Pink eye (Conjunctivitis)Eye redness, swollen eyelids, watery eyes, itchiness, and sensitivity to light
Dust exposureRunny nose, cough, tightness in the chest
Dry eyesEye stinging and strain, eye pain, and blurred vision
Retinal detachmentBright flashes of light in your vision, floaters, blind spots
Foreign objects like dirt, sand in the eyeDifficulty opening eyes, eye-itchiness, eye pain, and sometimes bleeding
Hay feverWatery and itchy eyes, sneezing, and temporary loss of smell and taste.
The Symptoms


How to treat your eye clicking if it involves twitching?

If you’re experiencing a certain discomfort of eye twitching apart from the annoying clicking noise, it could mean that your eyes are mildly irritated. There could be several reasons for this.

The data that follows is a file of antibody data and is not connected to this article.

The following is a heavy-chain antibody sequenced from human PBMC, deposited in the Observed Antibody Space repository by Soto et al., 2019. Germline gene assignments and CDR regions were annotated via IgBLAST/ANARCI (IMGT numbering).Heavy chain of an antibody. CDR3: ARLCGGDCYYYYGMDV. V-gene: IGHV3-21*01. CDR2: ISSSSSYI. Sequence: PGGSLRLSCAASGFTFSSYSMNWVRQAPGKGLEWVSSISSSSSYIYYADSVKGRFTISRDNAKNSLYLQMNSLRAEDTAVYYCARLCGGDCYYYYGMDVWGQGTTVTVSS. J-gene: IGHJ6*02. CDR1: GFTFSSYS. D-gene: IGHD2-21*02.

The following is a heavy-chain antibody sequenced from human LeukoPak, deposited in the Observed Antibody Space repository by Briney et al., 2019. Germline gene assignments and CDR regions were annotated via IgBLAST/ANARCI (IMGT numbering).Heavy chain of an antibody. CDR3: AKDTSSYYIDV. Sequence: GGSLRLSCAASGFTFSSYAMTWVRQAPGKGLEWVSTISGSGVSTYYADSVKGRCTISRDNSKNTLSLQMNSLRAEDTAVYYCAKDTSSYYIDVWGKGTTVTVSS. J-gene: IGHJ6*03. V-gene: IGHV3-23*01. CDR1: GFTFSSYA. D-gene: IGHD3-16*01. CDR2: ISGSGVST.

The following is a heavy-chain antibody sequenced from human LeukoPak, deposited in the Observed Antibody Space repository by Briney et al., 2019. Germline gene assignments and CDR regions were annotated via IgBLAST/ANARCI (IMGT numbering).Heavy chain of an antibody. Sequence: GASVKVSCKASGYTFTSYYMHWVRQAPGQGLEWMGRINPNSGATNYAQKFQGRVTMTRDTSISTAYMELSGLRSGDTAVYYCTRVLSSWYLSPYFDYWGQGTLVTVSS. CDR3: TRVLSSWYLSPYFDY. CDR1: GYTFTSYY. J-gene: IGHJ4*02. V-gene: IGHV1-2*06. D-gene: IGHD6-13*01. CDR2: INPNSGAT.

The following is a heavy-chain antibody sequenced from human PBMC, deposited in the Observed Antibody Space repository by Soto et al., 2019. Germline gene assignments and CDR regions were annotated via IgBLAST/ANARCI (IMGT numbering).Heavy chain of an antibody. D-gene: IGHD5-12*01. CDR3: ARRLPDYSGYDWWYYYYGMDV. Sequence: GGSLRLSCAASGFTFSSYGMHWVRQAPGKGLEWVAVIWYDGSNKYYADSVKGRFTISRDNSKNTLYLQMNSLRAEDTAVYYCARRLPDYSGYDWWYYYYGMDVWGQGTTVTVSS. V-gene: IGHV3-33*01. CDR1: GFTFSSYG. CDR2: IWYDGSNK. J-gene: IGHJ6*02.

A young girl, who's eyes were clicking when she would rub them is trying to sleep to relax her eyes.

It could be due to eye stress from not getting enough sleep, too much caffeine, allergies, dry eyes, and poor nutrition. These problems are, of course, treatable at home itself.

  1. Eye relaxation – For this, it’s best if you keep your phones and laptops away for a while and just give your eyes a break.
  2. Warm compress – These are quite refreshing to your eyes and are recommended by The University of Michigan Medicine. While doing this, you can also try softly massaging your eyelids with clean fingers.
  3. Limit caffeine – Yes, this means that you’ll have to say no to that extra cup of coffee you’ve been taking.